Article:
sliall cleanse or empty uny vault, sink or prl
vate drain, or privy, and remove any or ail
nuisaufces.    ■' •     '
US. ' No privy vault, sing or private drain shall
be opened nor the c intents thereof disturbed or
removed between the buyirsof six o'clock a. m,
ami eleven o clock p. m of any duy, nor. shall
such tbnteiVs be deposited or buried within the
city. Any person viow ting uny of the provisions
of "this section sliall be subject to tbe penalties
hereinafter described. .   ■
i0,\ Licensed night scavengers shall receive
for each cubic foot of the contents removed of
any privy vault, sink or private drain, or 'cess
pool by them cleaned out or removed, a sum not
to exceed 25 cents per cubic foot where tbe box
contains over four cubic feet and,$l per box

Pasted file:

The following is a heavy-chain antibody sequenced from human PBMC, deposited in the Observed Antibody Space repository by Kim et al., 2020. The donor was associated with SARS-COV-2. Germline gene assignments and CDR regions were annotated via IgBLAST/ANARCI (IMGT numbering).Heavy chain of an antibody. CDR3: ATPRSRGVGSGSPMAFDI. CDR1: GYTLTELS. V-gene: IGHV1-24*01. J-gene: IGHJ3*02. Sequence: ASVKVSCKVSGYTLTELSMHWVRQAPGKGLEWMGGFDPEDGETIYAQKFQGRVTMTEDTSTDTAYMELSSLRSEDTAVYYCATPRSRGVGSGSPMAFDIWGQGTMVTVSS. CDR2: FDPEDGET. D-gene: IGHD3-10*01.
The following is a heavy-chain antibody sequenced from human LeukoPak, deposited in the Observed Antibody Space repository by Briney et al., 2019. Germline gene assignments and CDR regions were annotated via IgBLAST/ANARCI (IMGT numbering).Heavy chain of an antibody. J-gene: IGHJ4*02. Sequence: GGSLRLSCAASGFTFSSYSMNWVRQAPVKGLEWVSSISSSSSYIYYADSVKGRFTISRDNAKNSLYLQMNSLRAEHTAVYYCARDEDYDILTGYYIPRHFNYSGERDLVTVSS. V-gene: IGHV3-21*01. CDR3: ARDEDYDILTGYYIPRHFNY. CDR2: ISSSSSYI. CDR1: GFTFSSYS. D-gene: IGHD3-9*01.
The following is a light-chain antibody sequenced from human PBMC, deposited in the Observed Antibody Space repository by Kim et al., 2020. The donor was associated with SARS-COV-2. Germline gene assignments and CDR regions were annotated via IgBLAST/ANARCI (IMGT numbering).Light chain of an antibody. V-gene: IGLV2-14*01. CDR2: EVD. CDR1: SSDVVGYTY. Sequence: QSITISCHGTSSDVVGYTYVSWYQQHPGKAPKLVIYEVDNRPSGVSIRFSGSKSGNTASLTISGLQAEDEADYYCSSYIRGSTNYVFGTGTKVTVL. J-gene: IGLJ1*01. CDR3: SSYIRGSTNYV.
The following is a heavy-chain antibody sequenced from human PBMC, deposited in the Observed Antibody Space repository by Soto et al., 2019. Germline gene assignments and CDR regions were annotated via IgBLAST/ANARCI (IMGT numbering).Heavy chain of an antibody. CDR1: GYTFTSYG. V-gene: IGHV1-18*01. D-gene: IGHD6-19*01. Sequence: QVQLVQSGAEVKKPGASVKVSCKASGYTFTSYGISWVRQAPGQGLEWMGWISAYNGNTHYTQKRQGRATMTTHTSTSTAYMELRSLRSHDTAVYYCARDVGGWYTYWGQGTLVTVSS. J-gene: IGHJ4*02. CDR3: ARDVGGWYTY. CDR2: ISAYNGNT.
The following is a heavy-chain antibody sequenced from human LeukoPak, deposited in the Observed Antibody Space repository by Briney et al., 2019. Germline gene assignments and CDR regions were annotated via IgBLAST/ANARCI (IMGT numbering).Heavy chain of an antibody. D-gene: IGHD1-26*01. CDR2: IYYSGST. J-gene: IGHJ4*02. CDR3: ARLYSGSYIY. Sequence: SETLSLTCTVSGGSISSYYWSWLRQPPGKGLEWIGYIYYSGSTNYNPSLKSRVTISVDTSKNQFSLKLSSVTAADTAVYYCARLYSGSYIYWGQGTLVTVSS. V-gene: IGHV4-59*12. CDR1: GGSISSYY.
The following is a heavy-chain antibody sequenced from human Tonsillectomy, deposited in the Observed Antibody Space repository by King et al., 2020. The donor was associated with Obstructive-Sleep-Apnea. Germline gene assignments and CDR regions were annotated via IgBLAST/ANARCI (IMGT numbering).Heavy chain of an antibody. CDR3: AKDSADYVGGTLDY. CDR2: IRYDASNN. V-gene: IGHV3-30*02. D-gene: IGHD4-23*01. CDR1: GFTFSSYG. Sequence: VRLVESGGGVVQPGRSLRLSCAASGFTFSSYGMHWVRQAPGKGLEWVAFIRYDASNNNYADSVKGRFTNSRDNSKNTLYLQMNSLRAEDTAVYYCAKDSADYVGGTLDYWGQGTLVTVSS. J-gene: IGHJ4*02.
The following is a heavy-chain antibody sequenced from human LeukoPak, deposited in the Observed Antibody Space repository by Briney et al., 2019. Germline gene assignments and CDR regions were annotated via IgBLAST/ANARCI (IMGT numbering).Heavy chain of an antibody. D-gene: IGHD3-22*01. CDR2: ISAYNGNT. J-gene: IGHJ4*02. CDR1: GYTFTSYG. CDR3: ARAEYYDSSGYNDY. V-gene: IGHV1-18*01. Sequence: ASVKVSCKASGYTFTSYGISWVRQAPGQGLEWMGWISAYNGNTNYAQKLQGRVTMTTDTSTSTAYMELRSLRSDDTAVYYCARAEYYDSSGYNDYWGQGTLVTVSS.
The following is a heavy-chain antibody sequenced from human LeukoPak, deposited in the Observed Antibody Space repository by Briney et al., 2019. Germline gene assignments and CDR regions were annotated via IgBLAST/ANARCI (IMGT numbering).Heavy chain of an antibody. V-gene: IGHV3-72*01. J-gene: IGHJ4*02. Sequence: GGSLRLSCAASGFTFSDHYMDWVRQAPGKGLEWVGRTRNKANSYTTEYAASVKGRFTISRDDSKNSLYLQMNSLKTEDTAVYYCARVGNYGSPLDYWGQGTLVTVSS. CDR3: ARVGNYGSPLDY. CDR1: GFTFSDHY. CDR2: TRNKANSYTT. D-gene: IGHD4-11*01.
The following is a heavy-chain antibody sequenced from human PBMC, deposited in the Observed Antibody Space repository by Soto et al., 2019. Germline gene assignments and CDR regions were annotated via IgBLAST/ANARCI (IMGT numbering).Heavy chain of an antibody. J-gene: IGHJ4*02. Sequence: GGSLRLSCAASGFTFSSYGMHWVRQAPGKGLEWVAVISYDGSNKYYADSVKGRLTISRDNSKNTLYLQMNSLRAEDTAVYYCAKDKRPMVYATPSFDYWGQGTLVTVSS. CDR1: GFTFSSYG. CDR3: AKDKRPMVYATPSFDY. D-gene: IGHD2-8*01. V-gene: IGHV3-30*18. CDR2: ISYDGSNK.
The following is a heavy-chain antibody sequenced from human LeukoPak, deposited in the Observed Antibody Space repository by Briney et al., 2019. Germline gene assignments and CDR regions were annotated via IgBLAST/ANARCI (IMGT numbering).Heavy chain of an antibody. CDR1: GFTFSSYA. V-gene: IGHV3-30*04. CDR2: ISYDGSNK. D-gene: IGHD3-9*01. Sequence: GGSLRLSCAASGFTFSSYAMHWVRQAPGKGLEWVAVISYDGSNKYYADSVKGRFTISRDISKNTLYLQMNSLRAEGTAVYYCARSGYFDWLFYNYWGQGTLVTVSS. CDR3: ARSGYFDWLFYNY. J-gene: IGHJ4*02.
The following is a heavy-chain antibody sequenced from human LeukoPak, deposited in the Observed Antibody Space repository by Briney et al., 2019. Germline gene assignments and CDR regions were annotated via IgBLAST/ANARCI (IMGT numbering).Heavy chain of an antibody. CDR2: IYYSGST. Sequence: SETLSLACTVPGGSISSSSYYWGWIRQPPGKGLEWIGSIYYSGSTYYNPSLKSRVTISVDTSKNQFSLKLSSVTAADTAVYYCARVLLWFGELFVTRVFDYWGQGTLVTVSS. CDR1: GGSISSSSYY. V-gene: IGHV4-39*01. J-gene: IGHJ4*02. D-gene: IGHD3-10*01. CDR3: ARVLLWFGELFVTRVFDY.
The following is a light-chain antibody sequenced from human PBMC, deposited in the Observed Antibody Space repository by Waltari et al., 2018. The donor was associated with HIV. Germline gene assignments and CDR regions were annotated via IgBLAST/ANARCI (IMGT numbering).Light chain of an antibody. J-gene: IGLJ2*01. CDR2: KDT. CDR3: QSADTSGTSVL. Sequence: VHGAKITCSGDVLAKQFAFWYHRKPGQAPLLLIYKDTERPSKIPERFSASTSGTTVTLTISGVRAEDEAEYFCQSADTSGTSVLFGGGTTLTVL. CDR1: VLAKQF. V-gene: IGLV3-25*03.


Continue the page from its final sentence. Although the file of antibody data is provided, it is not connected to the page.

containing four cubic feet or under,
41. ■ Whenever it shall become necessary to
empty any privy or privies orremoveauy nigbt-
sidi from any premises within the city or on
cleaning yards, cellars, buck-kitchens, or uny
other premises whatsoever, any impure or'oi-
feusive effluvia should exist, chloride of lime,
nitrate of lead, or common salt shull lie used by.
the person or persons emptying Suoh privy or
removing such uigbl-sotl from such premises,
us simll render the cilluviuus iiioll'eusive us possible.  ' ,.'•
42. Thai the fees to be charged by day scavengers for auy matter or thing allowed t0 bo dumped or deposited by the scavenger or scavengers
licensed by the city,- within the limits of the
city, shull he a sum not to exceed 76 ■ cuts for a
full load, uud ud cents for u half a load, or less
than a half a load, for a double team, und half
such intes tor one horse loud, und uny charges
In exoess of those so made shall be considered
a breach of ibis by-law.
48, Lice uses of dav and night scavengers shull
be bold by them subject to their observing and
faithfully performing the conditions contained
in this by-law, uud the regulations thut ■ inuy
from time to time be imposed by tho board of
health, und in case of no:i-uhscrvance of nnv of
the wild conditions a d regulations, the said ds